Action Alert!

The sadness of all apostasy—and the modern scandal

By Dr. Jeff Mirus ( bio - articles - email ) | Dec 01, 2017

I explained yesterday why, regardless of the motives and the naysayers, apostasy is always wrong, even under the circumstances depicted in the novel and film Silence.

As a postscript, I believe the following two observations will be found quite apt:

First, in a certain sense there is relatively little scandal in the formal apostasy of Jesuit priests in eighteenth-century Japan. When ten Jesuits entered Japan in an effort to counter the effects of the apostasy of a previous Jesuit, all of them eventually denied Christ under similar threats of torture.

This renunciation of the Faith would have scandalized the Japanese faithful undergoing similar threats—in the deepest sense of tempting them to commit the same sin, though many of them did not do so. But in the attenuated sense in which we understand “scandal” today—the sense of being outraged by another’s sin—we can hardly be outraged by the failure of these priests to pass the ultimate test, especially insofar as we ourselves can hardly be certain of our own perseverance in similar circumstances.

Perhaps it is this attenuated sense of scandal that the unfortunate James Martin, SJ had in mind when he argued in America magazine that, under the circumstances depicted in the 2016 film Silence (though the fictional circumstances of the novel and the film were not in fact the real circumstances), well-formed and prayerful Jesuits could legitimately deny Christ.

This is false (as I explained yesterday), but clearly the scandal of the denial is significantly mitigated by either the real or the fictional circumstances. Condemnation and millstones may be warranted, but not on our authority. For us, weaklings that we all may be, a more appropriate response would be sadness.

But a parallel dilemma in modern Western culture leads to a second observation. Indeed, Fr. Martin’s comments on the original dilemma lend this fresh observation greater urgency simply because he himself has so often been on the wrong side of the dilemma.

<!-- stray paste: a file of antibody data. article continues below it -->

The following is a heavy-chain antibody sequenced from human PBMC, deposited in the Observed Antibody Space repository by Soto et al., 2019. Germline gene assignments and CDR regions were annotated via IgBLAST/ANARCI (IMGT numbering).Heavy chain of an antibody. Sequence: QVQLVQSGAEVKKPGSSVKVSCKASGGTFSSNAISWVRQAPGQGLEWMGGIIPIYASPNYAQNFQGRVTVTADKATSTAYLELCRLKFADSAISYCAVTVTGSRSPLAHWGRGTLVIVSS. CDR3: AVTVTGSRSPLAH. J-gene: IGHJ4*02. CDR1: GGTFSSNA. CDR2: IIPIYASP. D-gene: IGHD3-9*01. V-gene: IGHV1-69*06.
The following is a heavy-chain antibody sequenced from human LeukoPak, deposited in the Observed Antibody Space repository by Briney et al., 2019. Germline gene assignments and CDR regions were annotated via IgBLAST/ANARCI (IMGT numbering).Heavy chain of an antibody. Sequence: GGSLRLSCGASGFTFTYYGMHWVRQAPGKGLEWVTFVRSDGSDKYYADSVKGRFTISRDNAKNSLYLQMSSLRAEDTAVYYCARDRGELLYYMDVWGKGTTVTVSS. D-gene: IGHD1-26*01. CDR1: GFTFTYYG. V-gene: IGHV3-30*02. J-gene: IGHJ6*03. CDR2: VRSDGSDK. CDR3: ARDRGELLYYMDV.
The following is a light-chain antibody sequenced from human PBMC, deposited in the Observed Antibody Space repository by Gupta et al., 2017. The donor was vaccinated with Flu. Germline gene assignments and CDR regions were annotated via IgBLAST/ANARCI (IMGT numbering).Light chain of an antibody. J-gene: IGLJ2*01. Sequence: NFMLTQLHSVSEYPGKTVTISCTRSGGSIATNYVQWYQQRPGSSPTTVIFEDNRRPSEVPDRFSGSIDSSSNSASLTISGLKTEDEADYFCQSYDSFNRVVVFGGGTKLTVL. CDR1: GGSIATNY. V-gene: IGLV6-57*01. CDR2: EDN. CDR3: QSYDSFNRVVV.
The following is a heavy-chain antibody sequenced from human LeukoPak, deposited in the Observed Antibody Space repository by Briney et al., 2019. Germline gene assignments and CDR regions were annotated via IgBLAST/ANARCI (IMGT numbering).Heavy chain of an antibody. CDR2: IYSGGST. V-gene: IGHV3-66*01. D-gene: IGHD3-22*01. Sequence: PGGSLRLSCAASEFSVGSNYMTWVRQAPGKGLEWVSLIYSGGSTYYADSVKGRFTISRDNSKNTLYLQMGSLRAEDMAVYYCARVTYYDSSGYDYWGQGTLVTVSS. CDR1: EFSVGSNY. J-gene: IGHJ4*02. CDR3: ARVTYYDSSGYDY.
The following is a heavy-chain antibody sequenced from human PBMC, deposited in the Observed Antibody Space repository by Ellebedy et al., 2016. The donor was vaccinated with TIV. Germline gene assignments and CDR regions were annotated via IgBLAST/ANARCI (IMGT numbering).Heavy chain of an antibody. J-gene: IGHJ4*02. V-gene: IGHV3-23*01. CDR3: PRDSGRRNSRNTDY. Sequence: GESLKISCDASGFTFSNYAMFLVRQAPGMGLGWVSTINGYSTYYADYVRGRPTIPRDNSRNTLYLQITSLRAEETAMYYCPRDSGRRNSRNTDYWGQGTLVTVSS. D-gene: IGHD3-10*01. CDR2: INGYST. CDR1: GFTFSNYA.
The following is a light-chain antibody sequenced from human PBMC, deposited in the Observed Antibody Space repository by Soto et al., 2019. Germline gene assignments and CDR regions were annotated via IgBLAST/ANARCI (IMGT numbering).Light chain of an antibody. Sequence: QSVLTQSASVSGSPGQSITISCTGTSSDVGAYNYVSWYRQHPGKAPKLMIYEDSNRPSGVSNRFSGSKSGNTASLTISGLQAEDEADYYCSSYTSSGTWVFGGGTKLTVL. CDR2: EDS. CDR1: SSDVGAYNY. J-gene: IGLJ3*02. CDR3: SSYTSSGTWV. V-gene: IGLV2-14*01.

The legitimacy of contempt?

Second, then, there is a very great deal of scandal in the less formal yet material apostasy of so many Jesuit priests today, along with many others, especially in wayward religious communities and universities. These practical apostates harm countless souls and leads them into sin for no better reason than to be recognized as mainstream thinkers. Such men and women apparently fear, above all else, to be marginalized by the larger secular culture. Accordingly, they are driven to employ an unending series of specious arguments to demonstrate why this or that Catholic teaching is really quite compatible with what the world so urgently desires.

Here we have a scandal in both the deeper and the more modern senses. In the deep sense, this progressive denial of Christ leads little ones into sin on a daily basis. Those who apostatize in this way would rather justify the wayward desires of students (and others) than strengthen them against the world, the flesh and the devil. This form of apostasy produces an elite club which those who are misled are all too eager to join.

But in this case our response can be fundamentally different. The vast majority of those reading these comments have experienced all of the same worldly inducements, yet they have consistently said “No”. A great many have, in this case, earned the right to be scandalized in the more modern sense. We have earned the right to be outraged.

The apostasy of Modernism, the apostasy motivated by this itchy desire for cultural approval and intellectual “respectability”, this is sad indeed. But it really does also call for condemnation and millstones. It is just here that Our Lord’s own words apply so exactly. “For what does it profit a man if he gains the whole world and loses or forfeits himself” (Lk 9:25)?

For the matter of that, what does such a vain and even risible weakness profit anyone else?

Jeffrey Mirus holds a Ph.D. in intellectual history from Princeton University. A co-founder of Christendom College, he also pioneered Catholic Internet services. He is the founder of Trinity Communications and See full bio.

Sound Off! supporters weigh in.

All comments are moderated. To lighten our editing burden, only current donors are allowed to Sound Off. If you are a current donor, log in to see the comment form; otherwise please support our work, and Sound Off!

There are no comments yet for this item.